Editorial: Wrong number — It’s time to examine prosecutors’ sweeping powers to collect data
by The Anniston Star Editorial Board
May 14, 2013 | 3021 views |  0 comments | 9 9 recommendations | email to a friend | print
Americans learned this week that the Department of Justice seized two month’s worth of phone records from Associated Press reporters in 2012.

The reviews are in, and they are brutal.

“Outrageous, totally inexcusable,” said Carl Bernstein, famed investigative journalist.

“This action is unwarranted and absolutely strikes at the heart of the press freedoms we cherish in the United States,” said Vincent Duffy, Radio Television Digital News Association chairman.

“There can be no possible justification for such an overbroad collection of the telephone communications of the Associated Press and its reporters,” said Gary Pruitt, the AP’s president and CEO.

The “unknowns” outnumber the “knowns” at this early stage of this scandal. What specifically was the Justice Department looking for? Why did it target five AP reporters and an editor? By what method were the records gathered? The DOJ’s letter to the Associated Press is skimpy on those details.

What can be said with more certainty is that the Justice Department likely broke no laws in collecting this data. Government prosecutors have broad latitude when it comes to pursuing the paper and electronic trail created by journalists or anyone else.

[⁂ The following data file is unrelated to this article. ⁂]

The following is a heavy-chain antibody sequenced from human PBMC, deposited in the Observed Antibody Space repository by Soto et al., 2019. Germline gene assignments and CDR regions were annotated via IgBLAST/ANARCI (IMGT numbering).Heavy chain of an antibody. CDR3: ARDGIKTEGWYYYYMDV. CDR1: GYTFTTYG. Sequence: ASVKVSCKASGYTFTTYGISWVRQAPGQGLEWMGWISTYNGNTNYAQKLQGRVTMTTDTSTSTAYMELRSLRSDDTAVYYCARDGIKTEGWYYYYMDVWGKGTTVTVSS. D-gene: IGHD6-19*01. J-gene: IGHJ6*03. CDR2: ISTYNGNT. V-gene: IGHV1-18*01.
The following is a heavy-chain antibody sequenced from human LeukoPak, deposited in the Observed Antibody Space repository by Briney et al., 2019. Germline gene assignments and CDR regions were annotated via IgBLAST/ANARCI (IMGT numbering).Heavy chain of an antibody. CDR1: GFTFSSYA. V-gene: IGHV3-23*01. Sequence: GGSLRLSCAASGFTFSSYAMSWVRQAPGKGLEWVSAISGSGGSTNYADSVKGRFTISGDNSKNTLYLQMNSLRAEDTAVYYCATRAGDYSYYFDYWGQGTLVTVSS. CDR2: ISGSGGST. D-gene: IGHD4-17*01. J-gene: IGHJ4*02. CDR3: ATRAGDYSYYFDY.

Applying court precedent, the Patriot Act and other legislation, law enforcers can require phone companies, Internet service providers, search engines, social media outlets and others to turn over your records. The justifications necessary to gather this data are not especially difficult. In the AP phone records case, prosecutors need only to have claimed the information was relevant to an investigation, and not that there was probable cause of a crime being committed.

What’s more, the guardians of these records are typically barred from informing the target of said record-gathering that prosecutors are on his or her tail.

It’s not just high-tech information, either. Under the Patriot Act, investigators can clandestinely examine your public library records.

The justifiable outrage at this sweeping collection on journalists’ phone records has a red-hot spotlight on it this week. Before it cools down, Washington’s leaders should thoroughly consider fine-tuning the nation’s laws to better protect the privacy of citizens and the First Amendment-guaranteed practice of journalism.
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